In René Girard, Theology, and Popular Culture, fifteen contributors consider how Girard’s mimetic theory can be used to uncover and probe the theological depths of popular culture. Creative and critical engagement with Girard’s theory enables the contributors to offer fresh and exciting interpretations of movies (The Devil Wears Prada, Mean Girls, Star Wars), television (Hoarders, Cobra Kai), classical literature and graphic novels, and issues ranging from anorexia to social media. The result is a volume that establishes Girard as an innovative interpreter of culture and shows him as an invaluable guide for theologically reflecting on desire, violence, redemption, and forgiveness. Written in fresh and lively prose, the contributors demonstrate not only that Girard provides a powerful lens through which to view culture but also—and more provocatively—challenge readers to consider what popular culture reveals about them. Readers looking for an accessible introduction to mimetic theory and exploring its theological application will find this a welcome resource.
Ryan G. Duns is a Jesuit priest and assistant professor of theology at Marquette University.
T. Derrick Witherington is the director of liturgy for Gesu Parish and adjunct lecturer of theology at Marquette University.
Chapter 1: Mimesis, Mean Girls, and the Culture Creating Them: Tina Fey’s Interrogation of Teen Comedy
Chapter 2: Star Wars: Between Myth and Gospel
Chapter 3: Desire, the Scapegoated Other, and J.J. Abrams’ The Force Awakens
John C. McDowell
Chapter 4: Girard’s Lasso of Truth: Wonder Woman and the Overcoming of Satan
Chapter 5: Those Who Have Eyes to See: The Divine Origins of the Modern Plot Twist
Chapter 6: Gazing into a Mirror: Watching Hoarders with Girard
Ryan G. Duns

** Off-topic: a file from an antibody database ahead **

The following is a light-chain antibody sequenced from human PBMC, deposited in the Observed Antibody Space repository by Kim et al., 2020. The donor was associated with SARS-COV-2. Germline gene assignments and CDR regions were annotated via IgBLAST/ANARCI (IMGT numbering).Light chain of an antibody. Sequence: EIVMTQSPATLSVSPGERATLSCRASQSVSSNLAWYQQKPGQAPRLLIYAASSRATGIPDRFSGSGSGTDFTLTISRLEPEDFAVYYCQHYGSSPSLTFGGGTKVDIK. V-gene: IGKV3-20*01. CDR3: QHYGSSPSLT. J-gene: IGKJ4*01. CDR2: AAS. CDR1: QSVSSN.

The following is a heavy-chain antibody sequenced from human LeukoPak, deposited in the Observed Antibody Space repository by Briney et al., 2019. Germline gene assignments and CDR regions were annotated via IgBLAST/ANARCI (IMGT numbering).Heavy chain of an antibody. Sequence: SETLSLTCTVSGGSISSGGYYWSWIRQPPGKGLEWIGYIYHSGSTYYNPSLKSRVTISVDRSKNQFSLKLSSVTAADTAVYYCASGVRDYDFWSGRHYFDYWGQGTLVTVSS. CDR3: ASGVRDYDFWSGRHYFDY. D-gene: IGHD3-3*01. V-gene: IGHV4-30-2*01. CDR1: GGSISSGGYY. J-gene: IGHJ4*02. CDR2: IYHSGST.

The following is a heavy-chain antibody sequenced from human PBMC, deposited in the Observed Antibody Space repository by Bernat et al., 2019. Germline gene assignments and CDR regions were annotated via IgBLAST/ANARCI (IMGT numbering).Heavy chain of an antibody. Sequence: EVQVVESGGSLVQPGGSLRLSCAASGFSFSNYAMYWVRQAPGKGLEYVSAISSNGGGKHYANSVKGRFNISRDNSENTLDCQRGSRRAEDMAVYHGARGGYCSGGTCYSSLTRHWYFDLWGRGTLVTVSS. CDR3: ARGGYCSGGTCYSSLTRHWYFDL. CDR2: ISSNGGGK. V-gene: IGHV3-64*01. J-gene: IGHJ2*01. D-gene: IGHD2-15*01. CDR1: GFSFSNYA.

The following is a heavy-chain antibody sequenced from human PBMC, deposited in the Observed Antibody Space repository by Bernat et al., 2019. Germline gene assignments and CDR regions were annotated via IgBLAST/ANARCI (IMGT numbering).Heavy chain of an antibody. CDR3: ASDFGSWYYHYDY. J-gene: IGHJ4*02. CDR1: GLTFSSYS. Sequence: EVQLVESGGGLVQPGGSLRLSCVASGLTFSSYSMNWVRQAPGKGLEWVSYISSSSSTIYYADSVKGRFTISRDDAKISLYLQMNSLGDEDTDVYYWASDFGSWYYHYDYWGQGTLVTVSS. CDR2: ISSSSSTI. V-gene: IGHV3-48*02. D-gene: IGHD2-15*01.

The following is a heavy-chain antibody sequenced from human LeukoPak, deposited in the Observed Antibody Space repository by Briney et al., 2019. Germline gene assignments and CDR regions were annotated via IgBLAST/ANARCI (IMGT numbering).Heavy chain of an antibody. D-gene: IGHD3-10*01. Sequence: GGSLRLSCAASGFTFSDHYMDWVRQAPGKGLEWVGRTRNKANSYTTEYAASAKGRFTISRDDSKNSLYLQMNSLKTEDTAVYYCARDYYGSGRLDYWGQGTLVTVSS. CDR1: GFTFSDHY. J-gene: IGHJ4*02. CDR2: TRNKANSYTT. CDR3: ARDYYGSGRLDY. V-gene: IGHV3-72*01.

Chapter 7: From the Hermeneutic of Violence to Redemption: The 100 and Mimetic Theory
Paolo Diego Bubbio
Chapter 8: Mercy, Honor, and Girardian Conversion in The Karate Kid and Cobra Kai
Chapter 9: The Pleasures and Perils of Revenge: Sons of Anarchy and Girard
George A. Dunn
Chapter 10: Exorcising Blame Through A Contract with God: A Girardian Analysis of Will Eisner’s Graphic Novel
Daniel DeForest London
Chapter 11: Unmasking the Theological Shell: A Girardian Reading of Jonathan Hickman’s Secret Wars
Chapter 12: From Autonomy to Annihilation: The Monstrous Truth of the Romantic Lie
Robert Grant Price
Chapter 13: Subtweeting in the End Times: Social Media and the Escalation to Extremes
Chapter 14: Starving for Beauty: On Anorexia and Mimetic Desire
Chapter 15: From #MeToo to #WeToo: Mimetic Ecclesiology and the Possibility of Structural Reform
T. Derrick Witherington
What a class act! These established and emerging Girard scholars demonstrate how mimetic theory, which cut its teeth on nineteenth-century novels, also illuminates contemporary film, television, and graphic novels—now that viewing has supplanted reading, as Girard acknowledges. And if these new genres don’t interest you, there are chapters on the weaponizing of Twitter, hoarding, anorexia, and the Church. Fr Duns’ introduction, explicating mimetic theory via The Devil Wears Prada, is a master class. A must for Girardians, an upskilling for theologians, a resource for preachers, and an education for pop culture junkies.
René Girard, Theology, and Pop Culture makes the case for what so many intrigued by mimetic theory intuit: it is everywhere. The editors have collected a range of impressive chapters covering blockbuster movies, graphic novels, the silver screen, and social media. Most delightful of all is an introduction that walks the reader through the stages of mimetic theory by recalling The Devil Wears Prada. This book is a great contribution to an important series and to scholars of religion interested in showing a theory at work.
This book is a marvelous illustration of what happens when encountering the seminal ideas of René Girard: one can no longer “unsee” what his work helps us to see. The volume as a whole provides an adventurous and often entertaining application of mimetic theory to a broad array of pop cultural phenomena, but without compromising anything of rigor of Girard’s insights. Ideal for the classroom, the volume will be equally engaging for those familiar with and brand new to Girard.